Review: Parker Lee - No Good Mornings EP

 Cover art by Jowan Mead and Ilana Zsigmond.

Cover art by Jowan Mead and Ilana Zsigmond.

Parker Lee: No Good Mornings EP

Wikipedia will tell you that ”Parker Lee is Cindy "Mac" Mackenzie's roommate at Hearst College. She is a Capricorn and her hometown is in Denver, Colorado.” While this definition of a Veronica Mars character does little to concisely sum up the band's second EP No Good Mornings, it is not completely irrelevant. To put Parker Lee within an appropriate musical framework, Denver, Colorado feels much more like home than York, North Yorkshire. There's very little on No Good Mornings that actually sounds typically British, and they comfortably stand out from their local music scene. Across the EP, the concrete, physical places it takes you are often also scattered elsewhere, away from rainy old England. More importantly, it's impossible not to draw comparisons to Cloud Nothings, Into It. Over It. and at times even Car Seat Headrest, all hailing from the US. Back on the British Isles, connections are fewer, although there is a likeness to early Twilight Sad.

While their sound resists easy categorisation, there is nevertheless confidence and definition throughout the record, with a consistent flow of style and emotional input to take from each track. Opening with 'Station Hotel', the simple melody steadily builds across 5 minutes, with Jowan Mead's rasping vocal and the thundering cymbals contributing to an almost anthemic feel. The transition to 'Office Hours' is seamless, and the second track is both catchy and fervent. Summarising the definitive sound of Parker Lee – driven, dynamic and grande - it's no wonder that the song was chosen as the lead single off the EP.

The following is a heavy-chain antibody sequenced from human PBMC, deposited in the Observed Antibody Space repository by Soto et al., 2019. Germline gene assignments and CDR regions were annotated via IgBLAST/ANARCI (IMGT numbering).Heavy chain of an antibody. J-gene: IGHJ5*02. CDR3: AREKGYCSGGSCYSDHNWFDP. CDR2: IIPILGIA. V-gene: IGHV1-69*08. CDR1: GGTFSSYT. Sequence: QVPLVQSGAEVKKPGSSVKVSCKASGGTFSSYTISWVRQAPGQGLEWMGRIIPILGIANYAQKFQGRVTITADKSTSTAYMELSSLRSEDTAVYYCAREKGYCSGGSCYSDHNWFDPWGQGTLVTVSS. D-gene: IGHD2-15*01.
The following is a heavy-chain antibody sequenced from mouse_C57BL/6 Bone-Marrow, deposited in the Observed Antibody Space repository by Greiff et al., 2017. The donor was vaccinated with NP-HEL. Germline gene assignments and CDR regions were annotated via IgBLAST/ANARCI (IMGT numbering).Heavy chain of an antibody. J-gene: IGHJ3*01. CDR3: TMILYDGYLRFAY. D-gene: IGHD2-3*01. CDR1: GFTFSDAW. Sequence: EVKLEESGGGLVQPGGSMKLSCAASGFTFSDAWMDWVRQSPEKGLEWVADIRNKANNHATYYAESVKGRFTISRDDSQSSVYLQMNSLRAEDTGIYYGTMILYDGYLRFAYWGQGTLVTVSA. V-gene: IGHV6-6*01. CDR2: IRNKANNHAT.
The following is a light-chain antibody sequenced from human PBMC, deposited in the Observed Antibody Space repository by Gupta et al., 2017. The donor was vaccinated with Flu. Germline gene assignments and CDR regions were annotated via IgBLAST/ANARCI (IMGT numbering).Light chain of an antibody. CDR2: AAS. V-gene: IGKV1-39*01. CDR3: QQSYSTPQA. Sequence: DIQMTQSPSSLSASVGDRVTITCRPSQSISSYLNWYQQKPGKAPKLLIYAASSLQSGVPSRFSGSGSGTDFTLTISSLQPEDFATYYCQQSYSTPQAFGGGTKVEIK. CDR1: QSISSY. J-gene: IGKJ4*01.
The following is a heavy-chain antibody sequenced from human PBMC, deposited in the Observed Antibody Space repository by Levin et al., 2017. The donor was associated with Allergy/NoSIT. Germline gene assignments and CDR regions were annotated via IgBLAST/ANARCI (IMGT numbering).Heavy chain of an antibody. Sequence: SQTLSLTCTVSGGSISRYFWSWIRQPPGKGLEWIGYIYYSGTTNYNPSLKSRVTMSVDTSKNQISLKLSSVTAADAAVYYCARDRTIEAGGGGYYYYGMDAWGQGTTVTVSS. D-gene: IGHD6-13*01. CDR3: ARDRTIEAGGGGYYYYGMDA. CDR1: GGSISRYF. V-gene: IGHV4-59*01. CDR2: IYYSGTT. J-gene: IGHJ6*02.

It is 'Waterworks' that is the highlight of No Good Mornings, however. It is by no means an anthem, nor does it make you want to jump, but the intensity of the first two tracks is balanced out by its slow pace and sparse guitars. This intimate atmosphere is at its best precisely where it's placed, with the rest of the songs emphasising its tones. Similarly, 'Waterworks' adds something to the rest of No Good Mornings, with the EP working better as one whole body of work rather than as individual pieces. While 'Michigan' seems to be craving a harsher guitar tone, it manages to combine the delicate and the rough, both in imagery and in sound, making it an obvious choice for the closing track.

With such a solid second EP and a sound that sets them apart from their local music scene, it's hard to think of Parker Lee as the young band that they are. No Good Mornings is a skilfully crafted display of musical certainty, vigorous enthusiasm and gutsy integrity.